I know nothing about the black holes of outer space…but I think they are spaces that draw things into themselves? Regardless, I do know they are considered spaces in which light cannot escape. Recently, when reading a dialogue between Krishnamurti and one of his students, I got to thinking….about black holes and about light, and about our modern world.
I notice in our world today, that many people are “suffering”, even within daily life. We’re suffering in an attempt to keep up with a life which many can no longer comprehend, due to all of the global violence; suffering to keep up with financial burden; suffering to explain life to our children when we’re no longer recognizing the ways of the world ourselves; suffering to keep up with the speed of technology…basically, we’re suffering in our attempt to keep up with a life that has become so confusing in its daily, global overwhelm, because we’re trying to fit our very nature into this. Yet this is not possible. The outer world has become so out of alignment that our inner nature knows not to go there. Our inner nature knows not to try to keep up. Yet our minds and egos keep tracking this synthetic construct…as well as its speed. Hence, we suffer, we’re split…and the result is, we’re becoming unavailable…we dim our light, we’re not as accessible to friends and family, to the community and to the environment, because we’re chasing after what we’re told to chase….and we’re falling behind. We feel like we’re losing on a daily basis because the system isn’t designed to be caught, it’s designed to “need” it. So we each end up in our own inner worlds trying to fix what we think we’re doing wrong. We lose sight of the bigger perspective, which is inclusive of others. And this isn’t right.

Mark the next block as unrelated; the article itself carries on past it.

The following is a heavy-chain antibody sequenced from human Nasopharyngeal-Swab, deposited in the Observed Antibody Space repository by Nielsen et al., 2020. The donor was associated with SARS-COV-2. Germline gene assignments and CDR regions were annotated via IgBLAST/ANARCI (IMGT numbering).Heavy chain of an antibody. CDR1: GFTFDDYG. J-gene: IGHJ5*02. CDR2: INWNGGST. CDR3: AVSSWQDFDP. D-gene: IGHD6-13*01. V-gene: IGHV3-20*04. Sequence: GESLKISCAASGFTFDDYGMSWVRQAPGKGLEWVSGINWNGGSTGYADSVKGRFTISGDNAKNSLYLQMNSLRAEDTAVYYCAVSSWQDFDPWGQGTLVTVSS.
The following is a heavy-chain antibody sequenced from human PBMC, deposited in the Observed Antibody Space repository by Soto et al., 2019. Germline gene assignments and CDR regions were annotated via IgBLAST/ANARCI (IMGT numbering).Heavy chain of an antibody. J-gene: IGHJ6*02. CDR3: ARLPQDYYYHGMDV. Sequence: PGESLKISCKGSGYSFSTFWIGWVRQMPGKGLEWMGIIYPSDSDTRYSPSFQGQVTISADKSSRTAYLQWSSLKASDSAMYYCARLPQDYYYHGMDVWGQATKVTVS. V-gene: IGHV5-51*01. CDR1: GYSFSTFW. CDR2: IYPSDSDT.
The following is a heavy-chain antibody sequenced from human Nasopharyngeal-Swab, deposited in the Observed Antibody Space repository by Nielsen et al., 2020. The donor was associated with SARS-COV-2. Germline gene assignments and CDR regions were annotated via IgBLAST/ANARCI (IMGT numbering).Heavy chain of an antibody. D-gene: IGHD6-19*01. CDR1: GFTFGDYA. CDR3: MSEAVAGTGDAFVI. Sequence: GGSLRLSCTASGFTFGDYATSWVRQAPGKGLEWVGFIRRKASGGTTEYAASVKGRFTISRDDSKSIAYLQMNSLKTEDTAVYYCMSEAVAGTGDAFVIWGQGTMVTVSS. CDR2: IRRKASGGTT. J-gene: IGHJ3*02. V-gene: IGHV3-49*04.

Embedded within this, we’re fed inspiring catch phrases like “follow your heart”, “live your dreams”, or whatever it may be, but these positive statements remain out of reach because we’re chasing our light, rather than being our light.
Our light and our hearts grow quickly and abundantly through the giving of them. The more we give of our light the more it grows. This is the irony. The more we chase our light in the daily grind, the more we lose it, the more we withdraw into an isolated darkness. The more we offer our light in the true sense of it, the more our light grows and it buoys us. We’re no longer chasing our light then, instead, we’re giving it and therefore being it. We have an abundant Spirit, and the way we follow our heart’s desire is when we’re giving it to others. This is very different from chasing some media fashioned model of the heart. We’re currently in a monetized system of “follow your heart”, meant for the corporate world to profit from all you’ll need to (apparently) learn in order to “follow your heart” or “dream”. This is a self-serving system because it’s designed for profit. It will never work. The commercialism of “follow your heart” is modelled for a construct which is nailed down by the media, which furthers the tumble through the black hole. The heart is anything but self serving, so this commercialized model will never work.
To follow your heart, and to follow your dreams means to give of yourself…your very self and what you find in there….not your money, not a smattering of time to a cause at a designated time of year, not a new self-help book…but a daily, willing, offering of yourself; waking up to the morning and asking God “what can I give today…and to whom”? This draws from the wellspring of your best self, your willing self, your generous and beaming self. Everyone then becomes rich, everyone becomes fulfilled, and supported…the light and the love only grows from that place inside. From there you are living your dream.--with love, Letters In Yoga www.lettersinyoga.com
Once imprisoned, Joan of Arc is said to have felt shattered within herself, that she had backed down on what she knew most deeply. That she hadn’t carried through on what only she could hear. After all of her bravery, her courage and her might, in the end, she felt she had betrayed her most sacred knowing.